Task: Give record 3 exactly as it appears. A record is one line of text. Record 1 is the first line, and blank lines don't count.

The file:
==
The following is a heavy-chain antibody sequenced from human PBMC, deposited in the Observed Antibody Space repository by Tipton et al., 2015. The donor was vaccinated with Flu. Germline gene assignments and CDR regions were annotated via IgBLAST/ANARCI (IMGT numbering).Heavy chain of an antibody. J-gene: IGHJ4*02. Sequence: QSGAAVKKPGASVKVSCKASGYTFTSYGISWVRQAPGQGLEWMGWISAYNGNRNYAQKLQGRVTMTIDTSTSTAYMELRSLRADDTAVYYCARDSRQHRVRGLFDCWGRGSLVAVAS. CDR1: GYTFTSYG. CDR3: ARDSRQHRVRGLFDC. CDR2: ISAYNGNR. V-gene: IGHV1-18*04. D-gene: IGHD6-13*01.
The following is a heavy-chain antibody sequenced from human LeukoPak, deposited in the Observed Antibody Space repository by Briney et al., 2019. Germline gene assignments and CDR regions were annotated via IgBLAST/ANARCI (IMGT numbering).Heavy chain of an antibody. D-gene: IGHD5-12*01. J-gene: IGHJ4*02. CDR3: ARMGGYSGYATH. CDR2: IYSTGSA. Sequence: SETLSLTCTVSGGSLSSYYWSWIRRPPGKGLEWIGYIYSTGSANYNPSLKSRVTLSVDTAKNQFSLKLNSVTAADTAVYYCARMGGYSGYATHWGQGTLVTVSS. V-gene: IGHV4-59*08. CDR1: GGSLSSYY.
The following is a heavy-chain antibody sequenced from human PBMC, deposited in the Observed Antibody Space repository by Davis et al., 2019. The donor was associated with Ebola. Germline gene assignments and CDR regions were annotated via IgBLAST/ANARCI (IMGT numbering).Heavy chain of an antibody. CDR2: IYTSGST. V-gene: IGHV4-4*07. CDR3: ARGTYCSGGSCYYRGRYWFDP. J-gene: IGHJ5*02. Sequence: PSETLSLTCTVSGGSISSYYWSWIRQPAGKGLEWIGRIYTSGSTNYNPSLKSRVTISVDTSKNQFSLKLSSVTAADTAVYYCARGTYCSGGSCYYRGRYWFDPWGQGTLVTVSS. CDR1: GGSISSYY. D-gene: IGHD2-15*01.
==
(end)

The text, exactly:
The following is a heavy-chain antibody sequenced from human PBMC, deposited in the Observed Antibody Space repository by Davis et al., 2019. The donor was associated with Ebola. Germline gene assignments and CDR regions were annotated via IgBLAST/ANARCI (IMGT numbering).Heavy chain of an antibody. CDR2: IYTSGST. V-gene: IGHV4-4*07. CDR3: ARGTYCSGGSCYYRGRYWFDP. J-gene: IGHJ5*02. Sequence: PSETLSLTCTVSGGSISSYYWSWIRQPAGKGLEWIGRIYTSGSTNYNPSLKSRVTISVDTSKNQFSLKLSSVTAADTAVYYCARGTYCSGGSCYYRGRYWFDPWGQGTLVTVSS. CDR1: GGSISSYY. D-gene: IGHD2-15*01.